http://www.catholicnewsagency.com/images/size340/Health_workers_from_UNICEF_and_partners_visit_the_crowded_March_Niger_to_teach_families_in_Guinea_to_protect_against_Ebola_Credit_UNICEF_Guinea_via_Flickr_CC_BY_20_CNA.jpgGeneva, Switzerland, Aug 31, 2014 / 04:44 pm (CNA/EWTN News).- The continuing spread of the Ebola outbreak in Africa is putting more lives at risk, while containment efforts and the flight of vital workers have endangered food supplies and medical care even for those without the disease.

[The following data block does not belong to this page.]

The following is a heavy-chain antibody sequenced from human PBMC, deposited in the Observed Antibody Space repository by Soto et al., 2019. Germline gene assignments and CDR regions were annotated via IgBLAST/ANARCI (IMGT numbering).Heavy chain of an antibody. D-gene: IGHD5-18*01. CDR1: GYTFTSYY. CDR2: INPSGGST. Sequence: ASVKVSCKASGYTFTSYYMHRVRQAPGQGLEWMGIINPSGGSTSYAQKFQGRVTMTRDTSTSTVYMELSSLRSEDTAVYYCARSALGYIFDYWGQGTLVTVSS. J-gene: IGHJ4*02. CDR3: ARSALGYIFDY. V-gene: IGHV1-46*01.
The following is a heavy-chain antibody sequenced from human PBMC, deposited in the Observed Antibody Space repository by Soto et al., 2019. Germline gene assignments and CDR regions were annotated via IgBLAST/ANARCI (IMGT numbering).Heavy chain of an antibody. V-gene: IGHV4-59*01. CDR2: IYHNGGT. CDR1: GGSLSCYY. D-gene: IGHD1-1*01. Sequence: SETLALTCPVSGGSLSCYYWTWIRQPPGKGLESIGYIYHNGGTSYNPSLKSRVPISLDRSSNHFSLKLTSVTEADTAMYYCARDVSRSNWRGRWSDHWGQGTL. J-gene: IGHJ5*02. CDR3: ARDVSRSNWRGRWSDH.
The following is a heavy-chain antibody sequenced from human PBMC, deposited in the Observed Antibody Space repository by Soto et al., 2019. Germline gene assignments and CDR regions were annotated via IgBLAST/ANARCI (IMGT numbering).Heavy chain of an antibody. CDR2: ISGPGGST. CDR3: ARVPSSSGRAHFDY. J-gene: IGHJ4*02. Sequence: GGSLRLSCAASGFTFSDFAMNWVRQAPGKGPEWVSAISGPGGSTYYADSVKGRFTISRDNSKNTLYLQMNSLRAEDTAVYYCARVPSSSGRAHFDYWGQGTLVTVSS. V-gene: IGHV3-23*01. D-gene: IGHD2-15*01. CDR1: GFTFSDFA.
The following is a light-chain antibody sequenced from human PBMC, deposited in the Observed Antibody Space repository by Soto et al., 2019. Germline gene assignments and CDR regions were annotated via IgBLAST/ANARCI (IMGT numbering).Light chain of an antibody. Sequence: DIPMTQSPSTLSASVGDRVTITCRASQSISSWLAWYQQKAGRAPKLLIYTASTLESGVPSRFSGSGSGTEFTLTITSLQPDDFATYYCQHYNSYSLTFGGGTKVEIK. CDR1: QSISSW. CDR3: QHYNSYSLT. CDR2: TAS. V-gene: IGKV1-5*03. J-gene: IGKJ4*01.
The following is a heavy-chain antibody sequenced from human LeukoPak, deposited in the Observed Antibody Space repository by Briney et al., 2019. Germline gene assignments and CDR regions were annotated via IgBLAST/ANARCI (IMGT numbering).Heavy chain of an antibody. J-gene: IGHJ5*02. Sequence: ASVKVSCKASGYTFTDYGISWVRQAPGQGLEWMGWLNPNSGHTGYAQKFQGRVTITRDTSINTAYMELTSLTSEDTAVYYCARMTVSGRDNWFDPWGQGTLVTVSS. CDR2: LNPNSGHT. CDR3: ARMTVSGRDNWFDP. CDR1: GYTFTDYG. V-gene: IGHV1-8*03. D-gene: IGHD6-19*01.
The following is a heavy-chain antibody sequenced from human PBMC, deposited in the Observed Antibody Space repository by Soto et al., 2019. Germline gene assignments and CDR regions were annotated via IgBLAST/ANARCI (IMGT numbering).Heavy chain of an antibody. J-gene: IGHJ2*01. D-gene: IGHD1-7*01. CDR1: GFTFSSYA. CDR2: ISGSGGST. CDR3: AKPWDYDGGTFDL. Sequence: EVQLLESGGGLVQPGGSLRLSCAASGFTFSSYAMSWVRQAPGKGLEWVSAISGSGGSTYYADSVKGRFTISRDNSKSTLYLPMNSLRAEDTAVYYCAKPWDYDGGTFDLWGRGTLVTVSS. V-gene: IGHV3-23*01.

“What we are seeing today in contrast to previous Ebola outbreaks (are) multiple hotspots within these countries, not a single remote forested area, the kind of environments in which it has been tackled in the past,” Dr. Bruce Aylward, WHO Assistant Director-General for Polio, Emergencies and Country Collaboration, told a news conference in Geneva Aug. 28. More than 1,552 people have died and at least 3,069 people have been infected, according to U.N. figures. The outbreak is the largest ever recorded, with a fatality rate ranging from 42 to 66 percent. The outbreak response includes efforts at providing food. The United Nations’ World Food Program aims to feed 1.3 million people in Guinea, Liberia and Sierra Leone. The efforts plan to feed those being treated for Ebola, their relatives, and those who have been medically quarantined in an attempt to halt the spread of the disease. Hundreds of families have lost one or more of their members, frequently one of their main income providers. Farmers have abandoned their crops and livestock to avoid the epidemic, while authorities have also tried to ban bush meat on the grounds that bats and apes are potential carriers of the virus. Travel restrictions have also affected the food trade, causing an increase in food prices. Michael Stulman of Catholic Relief Services told USA Today that the rice harvest will be “seriously compromised” due to the emergency measures restricting movement. The travel restrictions are also restricting the movement of emergency responders and emergency supplies, he added. The outbreak is also aggravating social tensions. On Thursday riots took place in Guinea’s remote southeastern city of Nzerekore due to rumors that health workers had infected people with Ebola, Reuters reports. The outbreak began last year in Guinea. It has spread to Liberia, Sierra Leone and now Senegal. On Aug. 29 Senegal health authorities reported the country’s first confirmed case of Ebola, which was discovered in a young man from Guinea, the Associated Press reports. Benin, Burkina Faso, Ivory Coast, Guinea-Bissau, and Mali may also face Ebola cases, the World Health Organization has said. A separate outbreak of Ebola infection has been confirmed in the Democratic Republic of Congo. Tom Frieden, director of the U.S. Centers for Disease Control, stressed the need for an urgent global response. “Unfortunately, we are definitely not at the peak. It’s going to get worse before it gets better,” he told National Public Radio from Liberia on Aug. 25. “The real question is how much worse will it get? How many more people will be infected and how much more risk to the world will there be?” Many people who need medical care for other reasons are staying away from medical centers, further endangering their health. Hospitals in Liberia are only at 10 percent occupancy, Frieden reported. Catholic Relief Services has allocated another $376,444 to support Ebola prevention, preparedness and management activities in the affected countries, the agency announced Aug. 18. The funding will train and support community volunteers and religious leaders, support radio programs and household visits, and help provide hygiene kits.